Forward to the Roots! Eco-Architecture and the Most Interesting Eco-Hotels in Bali

I dedicate this material to my friend, a talented Ukrainian architect - Lesya Fomenkova.
When we envision the future, the cities of the future, and the homes of the future, our imagination often paints skyscrapers piercing the sky.
Structures made of steel, glass, and concrete. Cold and orderly rows disappearing into the urban haze on the horizon of the metropolis.
a frame from the movie "The Fifth element"
a frame from the movie "Altered Carbon"
There are architects who do not share such a view of the future. They engage in a dialogue with the living nature. They tame nature in order to create homes that blend with the world of plants and allow humans to feel harmony and comfort.
One of such architects is Elora Hardy, the daughter of the well-known architect John Hardy in Bali, and the creative director of the Ibuku agency, which works with bamboo. "Ibuku" translates from Indonesian as "my mother" and, in Elora's opinion, represents Mother Earth.
photo by Rio Helmi
Her creative playground is Green Village in Ubud. It houses one of the most unique schools not only in Bali but probably in the world - Green School, along with more than a dozen bamboo buildings. At first glance, this village appears to have come straight out of the pages of fairy tale books.  
Green Village; photo: Ibiku
Elora grew up in Bali, lived in the USA for 14 years studying art and working on designs for designer Donna Karan. In 2010, Elora moved back to Bali and founded the design and architecture agency Ibuku.
Since then, she and her team of architects, engineers, and interior designers have created over 60 bamboo structures in Asia.
Among them are private homes, a yoga pavilion at the Four Seasons hotel, the Tri restaurant in Hong Kong, the Como Marketplace in Singapore, and several open cottages for the Bambu Indah hotel, which was founded by her father and his spouse, Cynthia.
Yoga Pavilion at the Four Seasons Hotel; Photo: Ibuku
Tri Restaurant in Hong Kong; photo: Asia Bars
Como Marketplace in Singapore; photo: Away In Style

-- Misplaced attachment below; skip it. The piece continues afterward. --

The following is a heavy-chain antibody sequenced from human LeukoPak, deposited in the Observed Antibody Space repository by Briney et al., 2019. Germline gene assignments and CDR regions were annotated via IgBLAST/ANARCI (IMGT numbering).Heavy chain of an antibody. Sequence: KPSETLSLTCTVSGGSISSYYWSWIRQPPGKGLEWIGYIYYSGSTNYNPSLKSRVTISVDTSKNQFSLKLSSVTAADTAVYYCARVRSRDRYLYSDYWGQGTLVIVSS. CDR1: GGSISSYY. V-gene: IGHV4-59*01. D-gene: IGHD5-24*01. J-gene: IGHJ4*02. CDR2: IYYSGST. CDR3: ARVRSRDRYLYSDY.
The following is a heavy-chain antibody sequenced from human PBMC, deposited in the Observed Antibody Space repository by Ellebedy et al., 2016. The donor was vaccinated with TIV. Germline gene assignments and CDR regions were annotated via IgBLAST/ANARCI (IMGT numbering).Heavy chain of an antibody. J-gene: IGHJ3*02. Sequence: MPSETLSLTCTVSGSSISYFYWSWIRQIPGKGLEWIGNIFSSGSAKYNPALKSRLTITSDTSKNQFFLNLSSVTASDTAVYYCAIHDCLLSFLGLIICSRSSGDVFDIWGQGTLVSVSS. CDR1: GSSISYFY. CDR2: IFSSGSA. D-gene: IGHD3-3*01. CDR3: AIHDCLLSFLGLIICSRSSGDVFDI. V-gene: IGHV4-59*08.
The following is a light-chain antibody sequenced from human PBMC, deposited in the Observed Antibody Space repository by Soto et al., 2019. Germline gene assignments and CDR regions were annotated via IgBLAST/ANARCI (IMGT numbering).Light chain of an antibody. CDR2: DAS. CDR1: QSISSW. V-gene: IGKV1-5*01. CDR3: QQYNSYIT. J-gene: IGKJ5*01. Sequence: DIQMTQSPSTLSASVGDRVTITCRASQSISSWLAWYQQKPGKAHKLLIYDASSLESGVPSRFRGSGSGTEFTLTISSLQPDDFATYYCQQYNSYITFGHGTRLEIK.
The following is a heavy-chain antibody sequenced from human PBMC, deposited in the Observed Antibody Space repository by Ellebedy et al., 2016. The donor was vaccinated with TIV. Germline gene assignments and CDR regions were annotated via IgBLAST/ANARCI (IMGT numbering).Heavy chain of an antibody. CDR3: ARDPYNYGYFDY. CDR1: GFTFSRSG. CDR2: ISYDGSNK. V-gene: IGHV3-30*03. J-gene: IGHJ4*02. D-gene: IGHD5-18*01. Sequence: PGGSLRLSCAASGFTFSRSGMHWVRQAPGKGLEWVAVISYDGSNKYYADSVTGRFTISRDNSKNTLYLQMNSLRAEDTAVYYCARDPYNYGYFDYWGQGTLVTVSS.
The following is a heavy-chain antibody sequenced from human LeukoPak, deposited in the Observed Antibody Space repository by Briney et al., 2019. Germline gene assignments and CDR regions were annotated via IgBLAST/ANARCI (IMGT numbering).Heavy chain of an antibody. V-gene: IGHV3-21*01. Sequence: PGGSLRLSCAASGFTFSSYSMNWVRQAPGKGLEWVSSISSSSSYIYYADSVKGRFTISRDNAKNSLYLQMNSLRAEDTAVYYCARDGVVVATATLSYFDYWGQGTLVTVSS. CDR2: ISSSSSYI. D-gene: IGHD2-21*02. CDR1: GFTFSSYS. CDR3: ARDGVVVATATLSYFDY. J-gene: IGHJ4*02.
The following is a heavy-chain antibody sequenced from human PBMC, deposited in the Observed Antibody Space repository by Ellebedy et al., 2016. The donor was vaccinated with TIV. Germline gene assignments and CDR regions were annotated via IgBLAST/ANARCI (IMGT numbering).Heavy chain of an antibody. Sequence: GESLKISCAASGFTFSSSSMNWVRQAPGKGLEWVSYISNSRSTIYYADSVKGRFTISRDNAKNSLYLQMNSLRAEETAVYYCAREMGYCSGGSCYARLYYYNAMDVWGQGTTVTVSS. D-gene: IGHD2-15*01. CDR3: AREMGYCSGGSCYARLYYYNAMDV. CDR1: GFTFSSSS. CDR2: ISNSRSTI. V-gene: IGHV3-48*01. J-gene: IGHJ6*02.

Elora Hardy and her team at the entrance to Sharma Springs - the tallest six-storey bamboo building in Bali; Photo: CLADglobal
"Bamboo is incredibly versatile. It can be a supporting actor, shaping the character of the space being created. But it can also be light and ethereal, like a nest or cocoon around you. As if it wasn't deliberately built or designed, but grew on its own," says Elora.  
Photo: Ibuku
"We try to listen to the bamboo, understand how it can be used, grasp its unique characteristics."
Using bamboo presents challenges to architects. It has been used for thousands of years in construction. But if left without proper care, it became prey to insects and decayed.
Photo: Ibuku
To preserve bamboo, Ibuku treats it with borax – a natural salt.
Bamboo is hollow and does not tolerate 90-degree angles. Therefore, Ibuku's architecture is characterized by curved and smooth lines. Doors are sometimes fixed on a central axis instead of swinging to one side as we are accustomed to.
Since it's crucial for bamboo to stay dry, custom-made copper showers and stone sinks are installed in bathrooms. The buildings also incorporate electrical and air conditioning systems.
Furniture for such houses is also made from bamboo and other natural materials.
Photo: Ibuku
One of the biggest advantages of bamboo and the reason it could become a material of the future is its alignment with the concept of sustainable development.
Technically, bamboo is a wild grass. It's hardy and grows rapidly. It can withstand strong loads, is flexible, and resistant to earthquakes. It has good ventilation properties and maintains temperature well.
For Elora, the key quality of bamboo is its ability to connect people with nature.
"I ask my clients whether they want to live in a bunker that is impervious to any external influences, or if they want to feel the breeze, see butterflies fluttering in the bathroom," she says.
Photo: Ibuku
In a time when people strive to gain full control over the temperature in their homes, Elora encourages them to loosen their grip and harmonize more with nature.
Photo: Ibuku
"People need nature, a sense of being a part of it, and an understanding of their connection to it. And if I can create a building that resembles a beautiful forest and a bedroom like a comfortable cocoon, I feel like I'm helping people connect with something essential to them."  
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